The last quarter of the nineteenth century witnessed major changes in the village of Hayes but life throughout the century was affected by the developments occurring elsewhere in the country. The gap between rich and poor was marked and there were periods of unrest. There was still no mains drainage but Hayes Place was one of the first homes to have electricity and a few gas lamps had been installed in the main village. Communications improved with the setting up of a village Post Office and in 1882 the railway from Hayes to West Wickham was opened.
In 1841 there were 105 houses and the population had fallen to 490 from 504 in 1831, mainly as a result of an increase in the number of deaths in the village in 1840. There were 14 burials between October and December and six of the eight in November were children under nine.
Most of the men were employed as labourers although there were also skilled craftsmen working in the village forge and carpenters’ workshops. William Ledger, for instance, was involved in the building of the greenhouses for Charles Darwin at Down House.
The parish covered 1249 acres of which 281 were arable, 664 pasture, 120 wood, 44 ornamental, 50 gardens and 200 Common lands. Hayes was one of the first areas to register in 1868 a scheme of management under the Metropolitan Commons Act of 1866, although struggles between villagers asserting their rights still caused conflict.
Although the owners of Baston Manor and the tenants at Pickhurst Manor continued to play a part in the community it was the arrival of the banker Everard Hambro at Hayes Place that significantly impacted the village. He became the owner of most of the land that formed the main village. The Sun Inn and Alma Arms which had emerged in the middle of the century were replaced with the New Inn close to the new Hayes Station. He developed his own mansion and built new lodges, improved the workers’ cottages pulling down the ones below the George Inn and replacing them with ‘Model Cottages’. Poplar Row to the south of the school was replaced with the terrace known as St Mary Cottages.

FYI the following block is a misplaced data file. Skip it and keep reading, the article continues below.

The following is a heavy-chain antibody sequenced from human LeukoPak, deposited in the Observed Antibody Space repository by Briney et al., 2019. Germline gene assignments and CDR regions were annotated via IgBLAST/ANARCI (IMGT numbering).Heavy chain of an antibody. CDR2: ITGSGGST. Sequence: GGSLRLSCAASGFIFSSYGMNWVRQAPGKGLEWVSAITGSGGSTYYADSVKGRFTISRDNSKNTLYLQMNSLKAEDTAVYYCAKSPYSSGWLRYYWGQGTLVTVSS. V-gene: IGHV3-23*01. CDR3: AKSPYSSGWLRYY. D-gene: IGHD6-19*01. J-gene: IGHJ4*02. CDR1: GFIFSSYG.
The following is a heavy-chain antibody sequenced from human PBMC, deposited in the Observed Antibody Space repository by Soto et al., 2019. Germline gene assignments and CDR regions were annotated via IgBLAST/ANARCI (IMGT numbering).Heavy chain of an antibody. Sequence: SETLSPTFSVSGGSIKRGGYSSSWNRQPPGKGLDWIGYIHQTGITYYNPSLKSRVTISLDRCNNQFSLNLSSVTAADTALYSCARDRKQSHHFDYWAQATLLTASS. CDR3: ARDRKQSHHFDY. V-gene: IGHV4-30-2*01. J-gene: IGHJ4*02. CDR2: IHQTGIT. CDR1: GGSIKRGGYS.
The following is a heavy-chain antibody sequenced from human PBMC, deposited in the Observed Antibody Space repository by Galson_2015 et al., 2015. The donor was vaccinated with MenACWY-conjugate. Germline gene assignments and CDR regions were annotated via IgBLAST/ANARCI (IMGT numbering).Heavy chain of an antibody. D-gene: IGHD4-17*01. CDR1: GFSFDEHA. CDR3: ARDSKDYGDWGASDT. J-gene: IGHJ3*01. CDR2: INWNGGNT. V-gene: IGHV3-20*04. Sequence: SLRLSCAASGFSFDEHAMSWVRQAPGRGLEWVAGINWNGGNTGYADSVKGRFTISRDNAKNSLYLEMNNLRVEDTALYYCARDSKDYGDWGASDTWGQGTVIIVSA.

Three cottages on the edge of the Common were combined to create Ivy Cottage for two of his sisters-in-law, and Hayes Grove was extended. These properties all survive and are today nationally listed as is the church whose size almost doubled with the building of a north aisle in 1856 and a south aisle in 1878.
The eastern part of the parish remained mainly farmland owned by the Norman family of Bromley Common, who let the various farms, Hayesford, Hayes Street and Baston, to different tenants over the century. Working on the land remained one of the main sources of employment for the villagers, but many also worked as domestic servants in the new large houses built in the last thirty years of the century. By the end of the century, 87 new homes had been built, two were under construction and the population had increased to 838.
The new houses included:
Fifteen villas also appeared in Hayes Road, part of which was within the Hayes Parish at the time. A Parish Council was elected under the Local Government Act of 1894 and replaced the long-established role of the Vestry which now reverted to just an ecclesiastical function.
- Lord Sackville Cecil of the Oast House, engineer, chairman of Exchange Telegraph Company
- Alexander and his son Alexander George Findlay of the White House, map & chart engravers, FGS
- Henry Hallam, Pickhurst, historian
- Sir Everard Hambro, banker, Hayes Place
- Thomas John Hussey, Rector of Hayes 1831-54, astronomer & theologian
- Anna Maria Hussey, mycologist
- Arthur Fitzgerald Kinnaird, Pickhurst, became President of the Football Association
- John F Mclennan at Hawthorndene from 1875, a Scottish lawyer and ethnologist
- John Everett Millais stayed at the George in 1852 while preparing sketches for his painting of ‘The Proscribed Royalist’
- Frederick Henry Norman, banker of Hayes Court, and his sons Montagu (later Governor of the Bank of England) and Ronald (later chairman of the BBC)
- Henry John Norman of Gadsden, director of London & Westminster Bank
- Williamina B Traill of Hayes Place
- Charles Simpson RA, an artist, spent holidays at Pickhurst Manor with his grandparents
- Edward Wilson of Hayes Place, founder of Colonial Institute 1868
Major sources are the parish, local government and Hayes Common Conservators’ records, newspapers, directories, maps and other documents held in Bromley Historic Collections and in the records of St Mary the Virgin, Hayes.
- London Metropolitan Archive 1017, Eliot Family Papers
- HMSO, Return of Owners of Land 1873-6
- G.W. Norman, Autobiography, Bromley Historic Collections
- Charles Kadwell, History of Hayes, 1835
- Edward Walford, The Environs of Greater London, 1884
- Lavinia Smiley, The Frasers of Castle Fraser, 1998
- Charles Simpson, The Fields of Home, 1948
- T C Woodman, The Railway to Hayes, 1982